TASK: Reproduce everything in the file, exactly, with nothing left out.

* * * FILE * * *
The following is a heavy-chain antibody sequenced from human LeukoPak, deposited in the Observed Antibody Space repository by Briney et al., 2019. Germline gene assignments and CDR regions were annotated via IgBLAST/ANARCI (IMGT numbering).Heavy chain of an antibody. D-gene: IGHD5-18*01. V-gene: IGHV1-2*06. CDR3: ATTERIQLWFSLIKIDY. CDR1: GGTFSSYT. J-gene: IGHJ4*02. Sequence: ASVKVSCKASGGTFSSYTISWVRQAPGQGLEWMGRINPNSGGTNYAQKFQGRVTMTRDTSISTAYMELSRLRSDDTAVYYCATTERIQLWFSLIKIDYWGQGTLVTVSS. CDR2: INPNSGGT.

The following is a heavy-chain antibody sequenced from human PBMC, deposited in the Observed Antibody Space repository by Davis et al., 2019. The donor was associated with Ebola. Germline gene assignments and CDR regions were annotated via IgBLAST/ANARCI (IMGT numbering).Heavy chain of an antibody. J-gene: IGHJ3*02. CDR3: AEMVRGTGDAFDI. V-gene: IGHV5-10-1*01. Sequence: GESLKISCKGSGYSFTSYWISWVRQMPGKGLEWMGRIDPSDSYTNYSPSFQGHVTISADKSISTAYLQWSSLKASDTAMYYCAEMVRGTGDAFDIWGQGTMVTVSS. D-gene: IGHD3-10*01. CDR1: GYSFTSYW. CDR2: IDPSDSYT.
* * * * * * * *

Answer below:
The following is a heavy-chain antibody sequenced from human LeukoPak, deposited in the Observed Antibody Space repository by Briney et al., 2019. Germline gene assignments and CDR regions were annotated via IgBLAST/ANARCI (IMGT numbering).Heavy chain of an antibody. D-gene: IGHD5-18*01. V-gene: IGHV1-2*06. CDR3: ATTERIQLWFSLIKIDY. CDR1: GGTFSSYT. J-gene: IGHJ4*02. Sequence: ASVKVSCKASGGTFSSYTISWVRQAPGQGLEWMGRINPNSGGTNYAQKFQGRVTMTRDTSISTAYMELSRLRSDDTAVYYCATTERIQLWFSLIKIDYWGQGTLVTVSS. CDR2: INPNSGGT.

The following is a heavy-chain antibody sequenced from human PBMC, deposited in the Observed Antibody Space repository by Davis et al., 2019. The donor was associated with Ebola. Germline gene assignments and CDR regions were annotated via IgBLAST/ANARCI (IMGT numbering).Heavy chain of an antibody. J-gene: IGHJ3*02. CDR3: AEMVRGTGDAFDI. V-gene: IGHV5-10-1*01. Sequence: GESLKISCKGSGYSFTSYWISWVRQMPGKGLEWMGRIDPSDSYTNYSPSFQGHVTISADKSISTAYLQWSSLKASDTAMYYCAEMVRGTGDAFDIWGQGTMVTVSS. D-gene: IGHD3-10*01. CDR1: GYSFTSYW. CDR2: IDPSDSYT.